First-year MTSU Department of Physics and Astronomy assistant professor Hanna Terletska already is making waves when it comes to research.
In late October, she applied for a prestigious Kavli Institute for Theoretical Physics Scholar Award at the University of California, Santa Barbara.
Terletska recently received confirmation she is one of eight recipients chosen for the 2018-20 sessions.
The Kavli Institute supports visiting researchers in theoretical physics who are faculty at teaching-intensive U.S. colleges. Applicants need to be from institutions that do not offer a doctorate degree in physics and from schools with greater emphasis on teaching and the faculty member’s teaching load. Ongoing research activity also is considered.
Each award funds three round trips and up to six weeks of local expenses, to be used for a period of up to three years, two weeks per year. Terletska said the opportune time to attend will be in the summer.
“The Kavli Foundation is one of the most renowned institutes for physics,” she said.
Terletska said faculty members “face challenges” of balancing a high teaching load with adequate research time. The institute will provide “wonderful workshops, learning about recent development, allow me to give lectures and meet new people including possible collaborators and explore new research opportunities. This is a good environment to go and continue my research.”
Terletska’s research focuses on theoretical and computational physics of many interacting and disordered electron systems.
“These are so-called quantum materials, where the properties of the system stem from the quantum mechanical effects,” she said. “There are many potential applications of such research, including work on energy materials, solar cells, sensors, batteries and other energy-related systems.”
At MTSU this fall, her research group has included undergraduate students Kristin Barton and Ryan Florida — “excellent students who intend to pursue their Ph.D. in physics and have applied for the prestigious National Science Foundation Graduate Research Fellowship,” she added.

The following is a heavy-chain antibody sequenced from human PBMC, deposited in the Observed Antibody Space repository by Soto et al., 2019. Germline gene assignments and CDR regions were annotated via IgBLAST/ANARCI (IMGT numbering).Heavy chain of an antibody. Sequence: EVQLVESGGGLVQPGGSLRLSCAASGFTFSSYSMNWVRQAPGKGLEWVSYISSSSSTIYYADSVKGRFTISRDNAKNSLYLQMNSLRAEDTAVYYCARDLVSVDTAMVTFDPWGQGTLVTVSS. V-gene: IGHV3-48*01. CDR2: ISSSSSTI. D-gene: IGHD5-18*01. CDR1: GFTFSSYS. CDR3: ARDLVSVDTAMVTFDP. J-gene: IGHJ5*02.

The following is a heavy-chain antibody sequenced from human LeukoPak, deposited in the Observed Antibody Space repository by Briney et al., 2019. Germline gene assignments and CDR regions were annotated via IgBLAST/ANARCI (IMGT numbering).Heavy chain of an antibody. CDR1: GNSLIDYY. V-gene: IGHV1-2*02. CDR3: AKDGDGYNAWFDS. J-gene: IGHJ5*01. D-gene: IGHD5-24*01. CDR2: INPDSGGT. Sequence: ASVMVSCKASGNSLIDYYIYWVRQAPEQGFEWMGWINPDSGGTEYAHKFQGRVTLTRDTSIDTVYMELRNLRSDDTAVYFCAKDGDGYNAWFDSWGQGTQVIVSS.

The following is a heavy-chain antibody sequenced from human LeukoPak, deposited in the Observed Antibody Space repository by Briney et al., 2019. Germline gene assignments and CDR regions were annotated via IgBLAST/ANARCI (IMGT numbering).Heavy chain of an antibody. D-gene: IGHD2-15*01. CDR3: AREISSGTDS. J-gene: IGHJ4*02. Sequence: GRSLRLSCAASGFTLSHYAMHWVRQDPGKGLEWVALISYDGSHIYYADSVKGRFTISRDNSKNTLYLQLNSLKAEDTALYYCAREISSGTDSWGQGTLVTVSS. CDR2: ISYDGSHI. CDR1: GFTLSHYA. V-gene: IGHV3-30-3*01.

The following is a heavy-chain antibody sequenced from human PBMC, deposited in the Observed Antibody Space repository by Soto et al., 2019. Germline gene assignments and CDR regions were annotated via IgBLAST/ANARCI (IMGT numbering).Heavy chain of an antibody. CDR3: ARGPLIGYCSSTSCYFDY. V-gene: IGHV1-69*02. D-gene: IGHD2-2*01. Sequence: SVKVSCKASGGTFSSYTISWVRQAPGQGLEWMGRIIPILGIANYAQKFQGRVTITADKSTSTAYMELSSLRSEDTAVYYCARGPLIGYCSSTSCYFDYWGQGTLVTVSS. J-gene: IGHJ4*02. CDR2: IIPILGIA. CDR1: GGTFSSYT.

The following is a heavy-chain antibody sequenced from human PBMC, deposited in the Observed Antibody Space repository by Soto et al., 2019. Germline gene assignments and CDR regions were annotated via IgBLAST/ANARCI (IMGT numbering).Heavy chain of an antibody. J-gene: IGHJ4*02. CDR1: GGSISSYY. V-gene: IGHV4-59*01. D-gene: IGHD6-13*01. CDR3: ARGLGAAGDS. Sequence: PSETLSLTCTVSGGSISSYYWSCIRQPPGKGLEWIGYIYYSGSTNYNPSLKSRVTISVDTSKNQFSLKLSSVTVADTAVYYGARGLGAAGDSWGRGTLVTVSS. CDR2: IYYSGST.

Terletska is also committed to supporting and promoting women in science at MTSU. She took a central role in organizing the physics workshop for the women in science event for middle school girls. Also, she and her students will participate and present at American Physics Society Conferences for Undergraduate Women in Physics in January to promote undergraduate women in physics.
Terletska’s fall teaching load has been as main instructor for non-calculus physics, introductory astronomy and undergraduate condensed matter research.
Originally from the Ukraine, Terletska earned her doctorate in physics from Florida State University in 2011, her master’s degree in physics from Minnesota State University and bachelor’s degree in physics from Drohobych State Pedagocial University in the Ukraine.
Among her most recent research experiences were as a Simons Foundation Many Electron Collaboration postdoctoral fellow at the University of Michigan in 2015-17 and as a postdoctoral researcher at Ames Laboratory in 2014-15.
Professor Emanuel Gull at the University of Michigan and professor Vladimir Dobrosavljevic at the Ames Lab were among those writing letters of recommendation on her behalf.
Terletska met her husband, Olexandr, a nuclear physicist who also is from the Ukraine, at Florida State. They have a son, Andrew, 4.
MTSU has more than 240 combined undergraduate and graduate programs.
— Randy Weiler (Randy.Weiler@mtsu.edu)